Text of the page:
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Saturday night fever

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ITV watched enviously as the BBC captured audiences with 'Doctor Who'. But could exasperated advertisers do better than the programmers in the search for the holy grail of schedules? Ian Burrell reports


Saturday nights ... all the family round the goggle-box ... Brucie (Nice to see you? To see you nice!) ... Eric ...Little Ern (Short, fat, hairy legs!) ... marvellous - isn't it? It is with the sort of reverence displayed by The Fast Show's Ron Manager for the "jumpers for goalposts" sporting era of his youth that today's television executives look back on the halcyon days of the great Saturday night schedule.

Attacked on one side by the choice offered by the multiple channels on cable and satellite, assaulted on another by the computer games and online chat rooms that kids prefer to sitting watching telly with their parents, the Saturday night audience has long been disintegrating.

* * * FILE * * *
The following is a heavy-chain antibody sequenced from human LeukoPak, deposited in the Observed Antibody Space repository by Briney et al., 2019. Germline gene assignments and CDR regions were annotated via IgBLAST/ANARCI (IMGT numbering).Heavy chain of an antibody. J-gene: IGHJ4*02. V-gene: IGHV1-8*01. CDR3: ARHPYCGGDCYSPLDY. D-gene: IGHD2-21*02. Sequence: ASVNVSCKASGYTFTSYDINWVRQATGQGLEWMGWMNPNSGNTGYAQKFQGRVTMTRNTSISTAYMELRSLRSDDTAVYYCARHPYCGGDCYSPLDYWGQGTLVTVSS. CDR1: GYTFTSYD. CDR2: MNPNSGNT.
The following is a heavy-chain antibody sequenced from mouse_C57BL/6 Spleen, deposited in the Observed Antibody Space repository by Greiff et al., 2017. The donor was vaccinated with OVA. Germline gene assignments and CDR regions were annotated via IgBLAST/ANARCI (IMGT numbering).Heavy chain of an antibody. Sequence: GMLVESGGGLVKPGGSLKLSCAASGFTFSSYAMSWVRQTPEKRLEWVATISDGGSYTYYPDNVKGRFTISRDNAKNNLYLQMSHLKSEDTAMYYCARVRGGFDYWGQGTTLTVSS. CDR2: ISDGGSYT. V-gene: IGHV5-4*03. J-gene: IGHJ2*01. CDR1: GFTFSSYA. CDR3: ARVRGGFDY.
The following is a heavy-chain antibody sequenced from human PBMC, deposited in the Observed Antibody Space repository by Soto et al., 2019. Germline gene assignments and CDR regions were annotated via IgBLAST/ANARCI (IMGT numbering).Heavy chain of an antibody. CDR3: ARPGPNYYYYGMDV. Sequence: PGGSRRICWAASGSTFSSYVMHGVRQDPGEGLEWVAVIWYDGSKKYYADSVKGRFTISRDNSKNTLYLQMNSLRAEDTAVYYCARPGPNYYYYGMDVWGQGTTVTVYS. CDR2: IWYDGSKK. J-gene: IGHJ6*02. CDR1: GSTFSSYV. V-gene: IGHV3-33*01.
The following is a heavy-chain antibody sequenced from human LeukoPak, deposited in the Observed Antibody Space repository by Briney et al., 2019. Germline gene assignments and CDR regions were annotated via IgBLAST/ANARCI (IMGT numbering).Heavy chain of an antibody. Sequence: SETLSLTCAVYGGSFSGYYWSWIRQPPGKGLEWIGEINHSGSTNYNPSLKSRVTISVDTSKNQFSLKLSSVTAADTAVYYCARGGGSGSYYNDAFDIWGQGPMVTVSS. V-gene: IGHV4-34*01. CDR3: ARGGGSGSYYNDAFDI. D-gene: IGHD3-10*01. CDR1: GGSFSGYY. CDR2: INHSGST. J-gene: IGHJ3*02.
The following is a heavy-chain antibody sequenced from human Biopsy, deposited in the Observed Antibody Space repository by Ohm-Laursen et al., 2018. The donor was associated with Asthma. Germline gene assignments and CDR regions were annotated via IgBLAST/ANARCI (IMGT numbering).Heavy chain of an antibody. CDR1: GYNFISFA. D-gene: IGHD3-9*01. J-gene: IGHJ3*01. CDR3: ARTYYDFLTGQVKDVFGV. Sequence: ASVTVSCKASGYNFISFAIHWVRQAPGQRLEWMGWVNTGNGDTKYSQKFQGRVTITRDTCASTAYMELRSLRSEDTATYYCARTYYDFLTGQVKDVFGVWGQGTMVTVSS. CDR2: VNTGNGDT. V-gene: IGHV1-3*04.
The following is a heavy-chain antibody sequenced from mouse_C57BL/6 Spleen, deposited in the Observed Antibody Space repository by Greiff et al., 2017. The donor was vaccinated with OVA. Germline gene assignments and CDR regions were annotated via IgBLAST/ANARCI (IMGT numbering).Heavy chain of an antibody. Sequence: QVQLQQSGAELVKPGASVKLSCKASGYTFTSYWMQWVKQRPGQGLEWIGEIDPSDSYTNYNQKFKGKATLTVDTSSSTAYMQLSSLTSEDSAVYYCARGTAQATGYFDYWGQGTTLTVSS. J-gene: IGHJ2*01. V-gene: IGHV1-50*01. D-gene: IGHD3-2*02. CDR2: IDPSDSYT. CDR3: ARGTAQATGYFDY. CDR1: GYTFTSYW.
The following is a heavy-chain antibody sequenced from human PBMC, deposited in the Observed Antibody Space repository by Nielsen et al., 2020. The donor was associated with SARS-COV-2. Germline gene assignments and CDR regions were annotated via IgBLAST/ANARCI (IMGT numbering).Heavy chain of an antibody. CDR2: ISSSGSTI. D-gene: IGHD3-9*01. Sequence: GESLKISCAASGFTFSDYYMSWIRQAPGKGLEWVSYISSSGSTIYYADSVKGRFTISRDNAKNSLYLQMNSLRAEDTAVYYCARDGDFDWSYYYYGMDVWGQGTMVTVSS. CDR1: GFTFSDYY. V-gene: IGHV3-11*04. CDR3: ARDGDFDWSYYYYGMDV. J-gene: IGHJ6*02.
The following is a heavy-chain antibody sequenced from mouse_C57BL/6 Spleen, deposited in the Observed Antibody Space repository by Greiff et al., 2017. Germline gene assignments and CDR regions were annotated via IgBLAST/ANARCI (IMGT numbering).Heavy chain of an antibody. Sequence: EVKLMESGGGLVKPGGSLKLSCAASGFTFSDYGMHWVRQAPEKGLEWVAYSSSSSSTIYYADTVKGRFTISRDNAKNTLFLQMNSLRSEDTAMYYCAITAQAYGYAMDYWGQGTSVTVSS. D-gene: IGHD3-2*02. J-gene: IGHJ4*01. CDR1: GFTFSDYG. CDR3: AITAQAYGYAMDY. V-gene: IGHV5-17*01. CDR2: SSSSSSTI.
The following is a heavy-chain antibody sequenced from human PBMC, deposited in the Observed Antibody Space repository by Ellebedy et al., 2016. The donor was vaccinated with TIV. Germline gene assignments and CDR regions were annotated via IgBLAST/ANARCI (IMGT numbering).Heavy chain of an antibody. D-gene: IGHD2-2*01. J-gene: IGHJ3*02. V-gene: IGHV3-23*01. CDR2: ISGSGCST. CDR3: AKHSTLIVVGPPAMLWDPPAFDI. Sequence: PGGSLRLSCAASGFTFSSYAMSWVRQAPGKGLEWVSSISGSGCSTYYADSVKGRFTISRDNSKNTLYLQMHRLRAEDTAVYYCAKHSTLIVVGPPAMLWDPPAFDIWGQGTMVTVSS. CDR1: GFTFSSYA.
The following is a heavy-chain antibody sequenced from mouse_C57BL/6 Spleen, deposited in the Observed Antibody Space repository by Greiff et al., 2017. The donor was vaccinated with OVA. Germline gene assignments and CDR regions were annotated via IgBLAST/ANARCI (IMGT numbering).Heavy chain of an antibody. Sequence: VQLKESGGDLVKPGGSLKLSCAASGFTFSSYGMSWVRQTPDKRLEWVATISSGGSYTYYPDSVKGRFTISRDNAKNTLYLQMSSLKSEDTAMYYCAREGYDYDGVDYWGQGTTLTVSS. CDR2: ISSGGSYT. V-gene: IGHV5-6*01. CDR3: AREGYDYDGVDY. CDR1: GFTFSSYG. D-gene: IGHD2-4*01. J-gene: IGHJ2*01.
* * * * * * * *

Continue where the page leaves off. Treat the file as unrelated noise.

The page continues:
Gone are the days when 24 million would tune in to Bruce Forsyth's Generation Game. ITV, in particular, has had a nightmare in filling its Saturday night schedule. The turkey of Brian Conley's Judgement Day was axed after two shows, while the recent flop Celebrity Wrestling pulled audiences below three million. The failings of the programmers have exasperated the advertisers, who are of the view that they don't get value for money on a medium that is facing dire forecasts of falling ad revenues. But could the advertisers do any better?

In a challenge thrown down by broadcasters UKTV (a family of 10 channels that includes UKTV Gold and UKTV Style), Trevor Beattie and other big names from British advertising have been asked to come up with solutions to "The Saturday Night Problem" at a forum in London this evening.